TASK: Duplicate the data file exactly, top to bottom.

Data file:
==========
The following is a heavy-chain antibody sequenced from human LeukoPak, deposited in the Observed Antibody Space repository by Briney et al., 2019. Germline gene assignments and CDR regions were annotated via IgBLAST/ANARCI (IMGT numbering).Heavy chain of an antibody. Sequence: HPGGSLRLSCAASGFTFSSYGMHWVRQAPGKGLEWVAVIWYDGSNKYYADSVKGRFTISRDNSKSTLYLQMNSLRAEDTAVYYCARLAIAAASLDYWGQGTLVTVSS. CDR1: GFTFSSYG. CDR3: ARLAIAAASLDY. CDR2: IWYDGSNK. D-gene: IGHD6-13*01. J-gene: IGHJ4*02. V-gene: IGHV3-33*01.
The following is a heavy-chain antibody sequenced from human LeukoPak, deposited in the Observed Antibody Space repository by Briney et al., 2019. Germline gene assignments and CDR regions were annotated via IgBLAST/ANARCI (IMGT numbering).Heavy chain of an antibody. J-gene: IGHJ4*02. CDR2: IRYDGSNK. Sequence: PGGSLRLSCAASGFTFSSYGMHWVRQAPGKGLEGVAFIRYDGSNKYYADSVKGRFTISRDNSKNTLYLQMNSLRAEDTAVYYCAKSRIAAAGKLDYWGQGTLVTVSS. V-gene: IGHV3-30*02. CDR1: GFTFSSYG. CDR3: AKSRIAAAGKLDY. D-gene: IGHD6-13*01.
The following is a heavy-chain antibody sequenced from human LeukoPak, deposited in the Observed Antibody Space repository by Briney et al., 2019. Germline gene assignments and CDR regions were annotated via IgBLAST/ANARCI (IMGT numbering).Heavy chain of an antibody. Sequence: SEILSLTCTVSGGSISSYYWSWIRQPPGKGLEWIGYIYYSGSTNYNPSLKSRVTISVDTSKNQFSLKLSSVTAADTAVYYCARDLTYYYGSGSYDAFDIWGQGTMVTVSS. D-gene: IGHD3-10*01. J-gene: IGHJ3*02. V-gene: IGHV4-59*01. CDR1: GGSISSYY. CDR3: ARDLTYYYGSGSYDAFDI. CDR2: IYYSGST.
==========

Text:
The following is a heavy-chain antibody sequenced from human LeukoPak, deposited in the Observed Antibody Space repository by Briney et al., 2019. Germline gene assignments and CDR regions were annotated via IgBLAST/ANARCI (IMGT numbering).Heavy chain of an antibody. Sequence: HPGGSLRLSCAASGFTFSSYGMHWVRQAPGKGLEWVAVIWYDGSNKYYADSVKGRFTISRDNSKSTLYLQMNSLRAEDTAVYYCARLAIAAASLDYWGQGTLVTVSS. CDR1: GFTFSSYG. CDR3: ARLAIAAASLDY. CDR2: IWYDGSNK. D-gene: IGHD6-13*01. J-gene: IGHJ4*02. V-gene: IGHV3-33*01.
The following is a heavy-chain antibody sequenced from human LeukoPak, deposited in the Observed Antibody Space repository by Briney et al., 2019. Germline gene assignments and CDR regions were annotated via IgBLAST/ANARCI (IMGT numbering).Heavy chain of an antibody. J-gene: IGHJ4*02. CDR2: IRYDGSNK. Sequence: PGGSLRLSCAASGFTFSSYGMHWVRQAPGKGLEGVAFIRYDGSNKYYADSVKGRFTISRDNSKNTLYLQMNSLRAEDTAVYYCAKSRIAAAGKLDYWGQGTLVTVSS. V-gene: IGHV3-30*02. CDR1: GFTFSSYG. CDR3: AKSRIAAAGKLDY. D-gene: IGHD6-13*01.
The following is a heavy-chain antibody sequenced from human LeukoPak, deposited in the Observed Antibody Space repository by Briney et al., 2019. Germline gene assignments and CDR regions were annotated via IgBLAST/ANARCI (IMGT numbering).Heavy chain of an antibody. Sequence: SEILSLTCTVSGGSISSYYWSWIRQPPGKGLEWIGYIYYSGSTNYNPSLKSRVTISVDTSKNQFSLKLSSVTAADTAVYYCARDLTYYYGSGSYDAFDIWGQGTMVTVSS. D-gene: IGHD3-10*01. J-gene: IGHJ3*02. V-gene: IGHV4-59*01. CDR1: GGSISSYY. CDR3: ARDLTYYYGSGSYDAFDI. CDR2: IYYSGST.